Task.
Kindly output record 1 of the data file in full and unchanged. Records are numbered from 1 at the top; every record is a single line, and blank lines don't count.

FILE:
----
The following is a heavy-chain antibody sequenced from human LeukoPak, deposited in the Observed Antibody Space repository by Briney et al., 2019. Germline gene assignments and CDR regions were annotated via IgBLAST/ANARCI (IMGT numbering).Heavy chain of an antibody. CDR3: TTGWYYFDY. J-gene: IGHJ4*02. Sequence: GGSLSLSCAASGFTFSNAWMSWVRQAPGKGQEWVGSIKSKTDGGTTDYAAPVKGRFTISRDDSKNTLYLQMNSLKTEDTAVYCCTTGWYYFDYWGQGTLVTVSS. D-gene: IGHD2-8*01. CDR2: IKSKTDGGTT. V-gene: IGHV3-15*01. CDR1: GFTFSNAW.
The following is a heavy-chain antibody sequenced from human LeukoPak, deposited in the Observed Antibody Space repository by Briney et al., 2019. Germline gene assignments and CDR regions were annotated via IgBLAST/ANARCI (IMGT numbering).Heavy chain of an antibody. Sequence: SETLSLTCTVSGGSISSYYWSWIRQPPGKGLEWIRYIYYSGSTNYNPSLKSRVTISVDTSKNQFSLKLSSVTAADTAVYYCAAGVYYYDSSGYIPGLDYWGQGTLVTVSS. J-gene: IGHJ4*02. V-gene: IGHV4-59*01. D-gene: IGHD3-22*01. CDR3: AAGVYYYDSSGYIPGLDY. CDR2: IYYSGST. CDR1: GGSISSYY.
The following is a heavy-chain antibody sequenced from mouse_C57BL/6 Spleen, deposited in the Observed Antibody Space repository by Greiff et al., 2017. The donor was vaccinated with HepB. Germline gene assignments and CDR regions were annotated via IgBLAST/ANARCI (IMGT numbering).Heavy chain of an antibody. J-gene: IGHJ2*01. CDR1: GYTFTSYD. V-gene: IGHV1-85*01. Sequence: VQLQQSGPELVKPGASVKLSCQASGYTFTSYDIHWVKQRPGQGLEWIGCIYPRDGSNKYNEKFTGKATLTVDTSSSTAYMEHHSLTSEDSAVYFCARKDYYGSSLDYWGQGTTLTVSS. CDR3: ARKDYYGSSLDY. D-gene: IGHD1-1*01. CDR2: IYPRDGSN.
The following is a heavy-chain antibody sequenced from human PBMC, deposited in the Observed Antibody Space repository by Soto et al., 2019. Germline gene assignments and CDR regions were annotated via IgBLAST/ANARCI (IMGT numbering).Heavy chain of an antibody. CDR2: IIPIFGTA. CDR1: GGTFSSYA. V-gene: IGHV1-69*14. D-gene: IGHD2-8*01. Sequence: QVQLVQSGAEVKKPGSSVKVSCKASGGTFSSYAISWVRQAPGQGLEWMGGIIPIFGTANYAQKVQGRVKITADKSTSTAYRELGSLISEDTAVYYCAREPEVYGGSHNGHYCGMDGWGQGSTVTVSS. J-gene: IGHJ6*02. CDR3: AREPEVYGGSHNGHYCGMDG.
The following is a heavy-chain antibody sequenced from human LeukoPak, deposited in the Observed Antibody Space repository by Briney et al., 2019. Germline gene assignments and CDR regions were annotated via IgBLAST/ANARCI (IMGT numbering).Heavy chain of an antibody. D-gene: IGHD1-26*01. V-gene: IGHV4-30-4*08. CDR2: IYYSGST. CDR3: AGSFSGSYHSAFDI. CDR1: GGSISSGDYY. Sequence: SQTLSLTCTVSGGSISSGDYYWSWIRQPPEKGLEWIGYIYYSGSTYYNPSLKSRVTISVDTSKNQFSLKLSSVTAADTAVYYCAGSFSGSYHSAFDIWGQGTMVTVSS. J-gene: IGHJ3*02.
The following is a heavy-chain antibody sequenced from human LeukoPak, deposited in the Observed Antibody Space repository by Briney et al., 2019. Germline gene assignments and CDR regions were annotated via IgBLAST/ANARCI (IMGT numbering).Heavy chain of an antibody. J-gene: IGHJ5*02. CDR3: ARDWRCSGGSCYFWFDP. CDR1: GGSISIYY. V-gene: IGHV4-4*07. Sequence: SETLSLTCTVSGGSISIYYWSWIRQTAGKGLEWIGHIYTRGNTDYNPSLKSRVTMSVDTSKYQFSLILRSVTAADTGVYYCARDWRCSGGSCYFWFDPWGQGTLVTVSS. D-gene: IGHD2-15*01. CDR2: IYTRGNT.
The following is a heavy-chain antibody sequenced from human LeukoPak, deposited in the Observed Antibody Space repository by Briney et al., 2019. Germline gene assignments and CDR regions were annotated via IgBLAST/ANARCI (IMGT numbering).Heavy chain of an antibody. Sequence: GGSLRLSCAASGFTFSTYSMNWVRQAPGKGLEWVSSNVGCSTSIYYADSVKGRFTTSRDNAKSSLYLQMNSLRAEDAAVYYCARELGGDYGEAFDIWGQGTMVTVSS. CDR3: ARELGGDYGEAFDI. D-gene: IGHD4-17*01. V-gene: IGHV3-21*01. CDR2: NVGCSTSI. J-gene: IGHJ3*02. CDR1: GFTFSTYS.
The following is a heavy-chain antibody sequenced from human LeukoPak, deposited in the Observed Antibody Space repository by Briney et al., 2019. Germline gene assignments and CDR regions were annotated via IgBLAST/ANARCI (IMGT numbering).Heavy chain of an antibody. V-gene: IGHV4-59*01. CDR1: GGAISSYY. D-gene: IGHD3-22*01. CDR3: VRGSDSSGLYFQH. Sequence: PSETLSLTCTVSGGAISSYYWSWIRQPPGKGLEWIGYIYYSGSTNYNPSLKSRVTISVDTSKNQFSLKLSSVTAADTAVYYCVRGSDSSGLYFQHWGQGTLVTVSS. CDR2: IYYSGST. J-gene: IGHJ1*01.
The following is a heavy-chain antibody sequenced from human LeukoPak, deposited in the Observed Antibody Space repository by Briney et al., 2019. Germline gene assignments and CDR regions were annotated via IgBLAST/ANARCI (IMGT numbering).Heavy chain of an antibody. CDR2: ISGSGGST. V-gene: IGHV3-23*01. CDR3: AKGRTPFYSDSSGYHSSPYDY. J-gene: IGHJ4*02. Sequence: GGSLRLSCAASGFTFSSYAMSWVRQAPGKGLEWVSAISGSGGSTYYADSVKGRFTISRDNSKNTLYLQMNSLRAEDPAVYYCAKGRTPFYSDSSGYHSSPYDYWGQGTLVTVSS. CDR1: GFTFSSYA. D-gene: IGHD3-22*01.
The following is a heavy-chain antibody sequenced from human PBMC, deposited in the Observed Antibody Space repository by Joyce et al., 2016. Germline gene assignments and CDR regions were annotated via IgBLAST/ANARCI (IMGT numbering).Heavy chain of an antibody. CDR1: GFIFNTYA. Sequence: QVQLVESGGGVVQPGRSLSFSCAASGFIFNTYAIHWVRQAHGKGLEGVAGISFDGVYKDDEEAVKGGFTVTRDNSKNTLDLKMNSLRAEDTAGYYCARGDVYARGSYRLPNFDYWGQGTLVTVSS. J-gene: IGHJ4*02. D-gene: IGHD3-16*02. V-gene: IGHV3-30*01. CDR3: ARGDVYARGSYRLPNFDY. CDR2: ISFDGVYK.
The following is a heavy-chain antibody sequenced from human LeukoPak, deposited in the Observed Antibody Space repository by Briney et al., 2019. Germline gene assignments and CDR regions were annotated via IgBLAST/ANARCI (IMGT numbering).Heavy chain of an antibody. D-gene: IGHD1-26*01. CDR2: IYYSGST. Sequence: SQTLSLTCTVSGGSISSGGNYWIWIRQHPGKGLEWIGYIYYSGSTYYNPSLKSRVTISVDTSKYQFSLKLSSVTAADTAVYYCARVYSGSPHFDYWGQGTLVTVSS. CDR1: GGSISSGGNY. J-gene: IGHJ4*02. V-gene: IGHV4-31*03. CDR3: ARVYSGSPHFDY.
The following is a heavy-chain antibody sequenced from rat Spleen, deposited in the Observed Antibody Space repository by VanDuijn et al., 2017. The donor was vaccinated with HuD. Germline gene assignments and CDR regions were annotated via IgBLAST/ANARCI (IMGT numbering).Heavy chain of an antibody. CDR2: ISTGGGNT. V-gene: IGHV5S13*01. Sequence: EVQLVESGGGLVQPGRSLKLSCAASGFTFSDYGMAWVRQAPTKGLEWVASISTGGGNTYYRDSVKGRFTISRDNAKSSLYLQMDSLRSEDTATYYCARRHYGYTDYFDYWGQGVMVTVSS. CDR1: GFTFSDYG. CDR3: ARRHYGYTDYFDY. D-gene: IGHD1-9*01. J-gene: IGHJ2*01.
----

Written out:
The following is a heavy-chain antibody sequenced from human LeukoPak, deposited in the Observed Antibody Space repository by Briney et al., 2019. Germline gene assignments and CDR regions were annotated via IgBLAST/ANARCI (IMGT numbering).Heavy chain of an antibody. CDR3: TTGWYYFDY. J-gene: IGHJ4*02. Sequence: GGSLSLSCAASGFTFSNAWMSWVRQAPGKGQEWVGSIKSKTDGGTTDYAAPVKGRFTISRDDSKNTLYLQMNSLKTEDTAVYCCTTGWYYFDYWGQGTLVTVSS. D-gene: IGHD2-8*01. CDR2: IKSKTDGGTT. V-gene: IGHV3-15*01. CDR1: GFTFSNAW.